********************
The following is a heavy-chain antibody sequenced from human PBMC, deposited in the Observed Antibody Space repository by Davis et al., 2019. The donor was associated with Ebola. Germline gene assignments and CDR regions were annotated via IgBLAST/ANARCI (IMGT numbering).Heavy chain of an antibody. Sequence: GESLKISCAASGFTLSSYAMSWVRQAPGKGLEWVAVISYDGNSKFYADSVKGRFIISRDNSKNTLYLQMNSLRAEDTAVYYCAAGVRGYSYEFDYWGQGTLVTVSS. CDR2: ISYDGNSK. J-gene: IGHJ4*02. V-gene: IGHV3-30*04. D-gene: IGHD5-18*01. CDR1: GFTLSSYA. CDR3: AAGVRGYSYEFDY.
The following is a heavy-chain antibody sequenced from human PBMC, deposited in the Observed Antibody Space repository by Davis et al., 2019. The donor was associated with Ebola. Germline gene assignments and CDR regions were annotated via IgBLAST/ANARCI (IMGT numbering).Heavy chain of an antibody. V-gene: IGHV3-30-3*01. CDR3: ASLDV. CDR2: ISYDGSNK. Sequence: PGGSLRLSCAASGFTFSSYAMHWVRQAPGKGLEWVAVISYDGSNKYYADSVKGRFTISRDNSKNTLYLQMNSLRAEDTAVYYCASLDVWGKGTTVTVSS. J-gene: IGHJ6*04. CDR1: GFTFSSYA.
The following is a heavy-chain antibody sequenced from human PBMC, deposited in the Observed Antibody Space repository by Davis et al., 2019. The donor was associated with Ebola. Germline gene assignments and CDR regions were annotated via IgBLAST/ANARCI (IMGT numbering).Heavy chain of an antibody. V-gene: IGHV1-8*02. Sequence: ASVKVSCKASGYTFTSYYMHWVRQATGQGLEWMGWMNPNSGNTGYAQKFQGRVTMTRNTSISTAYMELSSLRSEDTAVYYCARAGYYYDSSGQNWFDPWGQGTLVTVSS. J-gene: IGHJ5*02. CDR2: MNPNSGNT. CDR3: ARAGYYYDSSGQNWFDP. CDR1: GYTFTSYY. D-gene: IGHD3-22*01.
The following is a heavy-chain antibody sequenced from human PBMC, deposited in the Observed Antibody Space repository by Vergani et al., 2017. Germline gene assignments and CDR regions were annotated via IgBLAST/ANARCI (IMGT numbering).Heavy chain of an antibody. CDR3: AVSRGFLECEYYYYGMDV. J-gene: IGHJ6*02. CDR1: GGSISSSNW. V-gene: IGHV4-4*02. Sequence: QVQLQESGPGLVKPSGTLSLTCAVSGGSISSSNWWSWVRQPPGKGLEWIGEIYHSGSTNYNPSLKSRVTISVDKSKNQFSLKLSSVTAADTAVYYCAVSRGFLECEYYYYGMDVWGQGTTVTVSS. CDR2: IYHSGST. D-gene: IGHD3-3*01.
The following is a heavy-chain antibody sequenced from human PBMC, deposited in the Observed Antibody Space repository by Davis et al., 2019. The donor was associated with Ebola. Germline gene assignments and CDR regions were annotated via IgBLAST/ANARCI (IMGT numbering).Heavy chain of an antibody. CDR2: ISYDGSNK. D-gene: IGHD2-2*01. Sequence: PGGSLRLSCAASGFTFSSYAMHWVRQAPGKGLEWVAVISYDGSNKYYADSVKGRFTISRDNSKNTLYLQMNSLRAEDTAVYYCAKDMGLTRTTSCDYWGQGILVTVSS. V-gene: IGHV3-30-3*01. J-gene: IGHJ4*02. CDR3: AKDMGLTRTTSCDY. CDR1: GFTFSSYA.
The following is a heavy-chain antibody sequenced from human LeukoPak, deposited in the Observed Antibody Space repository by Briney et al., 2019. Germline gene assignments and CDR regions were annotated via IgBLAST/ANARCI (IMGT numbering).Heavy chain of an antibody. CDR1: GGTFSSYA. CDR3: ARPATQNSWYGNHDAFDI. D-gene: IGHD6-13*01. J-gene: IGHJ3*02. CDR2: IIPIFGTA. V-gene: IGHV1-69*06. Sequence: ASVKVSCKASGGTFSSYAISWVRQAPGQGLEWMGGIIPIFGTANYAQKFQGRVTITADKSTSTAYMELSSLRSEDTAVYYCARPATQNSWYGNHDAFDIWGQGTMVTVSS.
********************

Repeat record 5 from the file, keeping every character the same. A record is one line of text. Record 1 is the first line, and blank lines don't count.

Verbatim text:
The following is a heavy-chain antibody sequenced from human PBMC, deposited in the Observed Antibody Space repository by Davis et al., 2019. The donor was associated with Ebola. Germline gene assignments and CDR regions were annotated via IgBLAST/ANARCI (IMGT numbering).Heavy chain of an antibody. CDR2: ISYDGSNK. D-gene: IGHD2-2*01. Sequence: PGGSLRLSCAASGFTFSSYAMHWVRQAPGKGLEWVAVISYDGSNKYYADSVKGRFTISRDNSKNTLYLQMNSLRAEDTAVYYCAKDMGLTRTTSCDYWGQGILVTVSS. V-gene: IGHV3-30-3*01. J-gene: IGHJ4*02. CDR3: AKDMGLTRTTSCDY. CDR1: GFTFSSYA.